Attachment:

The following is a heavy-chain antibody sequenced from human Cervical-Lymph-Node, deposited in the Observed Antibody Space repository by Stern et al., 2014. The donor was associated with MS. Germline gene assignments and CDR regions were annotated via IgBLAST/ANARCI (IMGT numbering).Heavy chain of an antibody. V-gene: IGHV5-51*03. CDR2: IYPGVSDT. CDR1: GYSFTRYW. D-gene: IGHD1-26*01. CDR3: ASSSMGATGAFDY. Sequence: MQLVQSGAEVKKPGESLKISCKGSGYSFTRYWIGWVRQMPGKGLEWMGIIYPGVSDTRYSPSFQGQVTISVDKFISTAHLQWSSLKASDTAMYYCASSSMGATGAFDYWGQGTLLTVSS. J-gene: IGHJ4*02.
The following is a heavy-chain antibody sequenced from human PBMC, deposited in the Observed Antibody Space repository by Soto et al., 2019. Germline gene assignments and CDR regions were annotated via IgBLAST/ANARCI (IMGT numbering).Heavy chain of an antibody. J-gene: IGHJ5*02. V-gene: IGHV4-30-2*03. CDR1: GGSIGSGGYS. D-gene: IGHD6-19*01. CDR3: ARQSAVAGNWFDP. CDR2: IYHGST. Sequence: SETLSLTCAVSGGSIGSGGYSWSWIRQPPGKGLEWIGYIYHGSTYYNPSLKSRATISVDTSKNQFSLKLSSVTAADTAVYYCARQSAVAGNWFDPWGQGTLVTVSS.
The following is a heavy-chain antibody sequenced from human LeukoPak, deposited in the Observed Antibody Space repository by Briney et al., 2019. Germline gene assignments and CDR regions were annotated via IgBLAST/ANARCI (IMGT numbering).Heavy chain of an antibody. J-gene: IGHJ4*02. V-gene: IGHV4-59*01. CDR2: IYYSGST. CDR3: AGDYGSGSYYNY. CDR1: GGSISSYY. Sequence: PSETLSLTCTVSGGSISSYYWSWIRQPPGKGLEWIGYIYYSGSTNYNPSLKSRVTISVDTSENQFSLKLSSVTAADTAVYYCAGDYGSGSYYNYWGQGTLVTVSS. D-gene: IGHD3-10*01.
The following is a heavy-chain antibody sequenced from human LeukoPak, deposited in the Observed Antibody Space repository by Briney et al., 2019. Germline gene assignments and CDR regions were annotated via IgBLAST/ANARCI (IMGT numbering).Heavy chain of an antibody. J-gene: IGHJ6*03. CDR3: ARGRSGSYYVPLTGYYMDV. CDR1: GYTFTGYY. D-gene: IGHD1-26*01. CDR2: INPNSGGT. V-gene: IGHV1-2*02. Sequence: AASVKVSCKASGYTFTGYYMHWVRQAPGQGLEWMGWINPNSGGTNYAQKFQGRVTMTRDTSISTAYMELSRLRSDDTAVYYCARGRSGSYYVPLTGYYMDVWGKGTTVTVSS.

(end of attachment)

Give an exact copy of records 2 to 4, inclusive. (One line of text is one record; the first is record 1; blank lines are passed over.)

The following is a heavy-chain antibody sequenced from human PBMC, deposited in the Observed Antibody Space repository by Soto et al., 2019. Germline gene assignments and CDR regions were annotated via IgBLAST/ANARCI (IMGT numbering).Heavy chain of an antibody. J-gene: IGHJ5*02. V-gene: IGHV4-30-2*03. CDR1: GGSIGSGGYS. D-gene: IGHD6-19*01. CDR3: ARQSAVAGNWFDP. CDR2: IYHGST. Sequence: SETLSLTCAVSGGSIGSGGYSWSWIRQPPGKGLEWIGYIYHGSTYYNPSLKSRATISVDTSKNQFSLKLSSVTAADTAVYYCARQSAVAGNWFDPWGQGTLVTVSS.
The following is a heavy-chain antibody sequenced from human LeukoPak, deposited in the Observed Antibody Space repository by Briney et al., 2019. Germline gene assignments and CDR regions were annotated via IgBLAST/ANARCI (IMGT numbering).Heavy chain of an antibody. J-gene: IGHJ4*02. V-gene: IGHV4-59*01. CDR2: IYYSGST. CDR3: AGDYGSGSYYNY. CDR1: GGSISSYY. Sequence: PSETLSLTCTVSGGSISSYYWSWIRQPPGKGLEWIGYIYYSGSTNYNPSLKSRVTISVDTSENQFSLKLSSVTAADTAVYYCAGDYGSGSYYNYWGQGTLVTVSS. D-gene: IGHD3-10*01.
The following is a heavy-chain antibody sequenced from human LeukoPak, deposited in the Observed Antibody Space repository by Briney et al., 2019. Germline gene assignments and CDR regions were annotated via IgBLAST/ANARCI (IMGT numbering).Heavy chain of an antibody. J-gene: IGHJ6*03. CDR3: ARGRSGSYYVPLTGYYMDV. CDR1: GYTFTGYY. D-gene: IGHD1-26*01. CDR2: INPNSGGT. V-gene: IGHV1-2*02. Sequence: AASVKVSCKASGYTFTGYYMHWVRQAPGQGLEWMGWINPNSGGTNYAQKFQGRVTMTRDTSISTAYMELSRLRSDDTAVYYCARGRSGSYYVPLTGYYMDVWGKGTTVTVSS.